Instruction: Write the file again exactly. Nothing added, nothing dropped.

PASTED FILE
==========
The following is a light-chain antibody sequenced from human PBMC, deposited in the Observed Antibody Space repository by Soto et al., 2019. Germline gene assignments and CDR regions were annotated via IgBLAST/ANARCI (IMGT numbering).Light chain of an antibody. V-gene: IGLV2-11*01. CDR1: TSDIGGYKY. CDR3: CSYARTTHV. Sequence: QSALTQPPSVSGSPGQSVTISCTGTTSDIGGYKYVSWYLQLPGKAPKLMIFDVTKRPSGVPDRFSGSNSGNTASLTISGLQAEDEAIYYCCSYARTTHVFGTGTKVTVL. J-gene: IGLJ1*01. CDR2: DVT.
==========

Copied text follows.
The following is a light-chain antibody sequenced from human PBMC, deposited in the Observed Antibody Space repository by Soto et al., 2019. Germline gene assignments and CDR regions were annotated via IgBLAST/ANARCI (IMGT numbering).Light chain of an antibody. V-gene: IGLV2-11*01. CDR1: TSDIGGYKY. CDR3: CSYARTTHV. Sequence: QSALTQPPSVSGSPGQSVTISCTGTTSDIGGYKYVSWYLQLPGKAPKLMIFDVTKRPSGVPDRFSGSNSGNTASLTISGLQAEDEAIYYCCSYARTTHVFGTGTKVTVL. J-gene: IGLJ1*01. CDR2: DVT.